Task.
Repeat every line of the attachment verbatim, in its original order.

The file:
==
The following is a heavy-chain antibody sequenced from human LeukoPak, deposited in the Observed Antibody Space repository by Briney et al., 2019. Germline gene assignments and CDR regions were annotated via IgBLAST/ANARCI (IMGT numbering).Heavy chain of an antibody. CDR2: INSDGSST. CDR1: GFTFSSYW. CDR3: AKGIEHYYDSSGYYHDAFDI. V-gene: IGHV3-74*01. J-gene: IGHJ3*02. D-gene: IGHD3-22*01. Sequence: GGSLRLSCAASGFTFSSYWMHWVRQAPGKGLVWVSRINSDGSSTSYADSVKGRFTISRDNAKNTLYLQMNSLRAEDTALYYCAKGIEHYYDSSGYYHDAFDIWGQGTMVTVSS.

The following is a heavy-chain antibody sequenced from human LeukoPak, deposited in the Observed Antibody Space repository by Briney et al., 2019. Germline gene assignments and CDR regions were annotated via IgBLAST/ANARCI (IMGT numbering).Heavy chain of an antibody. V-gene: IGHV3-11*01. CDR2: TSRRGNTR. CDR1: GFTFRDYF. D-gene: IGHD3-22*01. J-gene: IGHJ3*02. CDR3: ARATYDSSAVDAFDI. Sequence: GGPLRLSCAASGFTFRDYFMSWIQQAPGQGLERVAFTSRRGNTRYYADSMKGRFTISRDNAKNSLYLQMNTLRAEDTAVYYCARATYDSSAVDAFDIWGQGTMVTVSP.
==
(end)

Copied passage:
The following is a heavy-chain antibody sequenced from human LeukoPak, deposited in the Observed Antibody Space repository by Briney et al., 2019. Germline gene assignments and CDR regions were annotated via IgBLAST/ANARCI (IMGT numbering).Heavy chain of an antibody. CDR2: INSDGSST. CDR1: GFTFSSYW. CDR3: AKGIEHYYDSSGYYHDAFDI. V-gene: IGHV3-74*01. J-gene: IGHJ3*02. D-gene: IGHD3-22*01. Sequence: GGSLRLSCAASGFTFSSYWMHWVRQAPGKGLVWVSRINSDGSSTSYADSVKGRFTISRDNAKNTLYLQMNSLRAEDTALYYCAKGIEHYYDSSGYYHDAFDIWGQGTMVTVSS.

The following is a heavy-chain antibody sequenced from human LeukoPak, deposited in the Observed Antibody Space repository by Briney et al., 2019. Germline gene assignments and CDR regions were annotated via IgBLAST/ANARCI (IMGT numbering).Heavy chain of an antibody. V-gene: IGHV3-11*01. CDR2: TSRRGNTR. CDR1: GFTFRDYF. D-gene: IGHD3-22*01. J-gene: IGHJ3*02. CDR3: ARATYDSSAVDAFDI. Sequence: GGPLRLSCAASGFTFRDYFMSWIQQAPGQGLERVAFTSRRGNTRYYADSMKGRFTISRDNAKNSLYLQMNTLRAEDTAVYYCARATYDSSAVDAFDIWGQGTMVTVSP.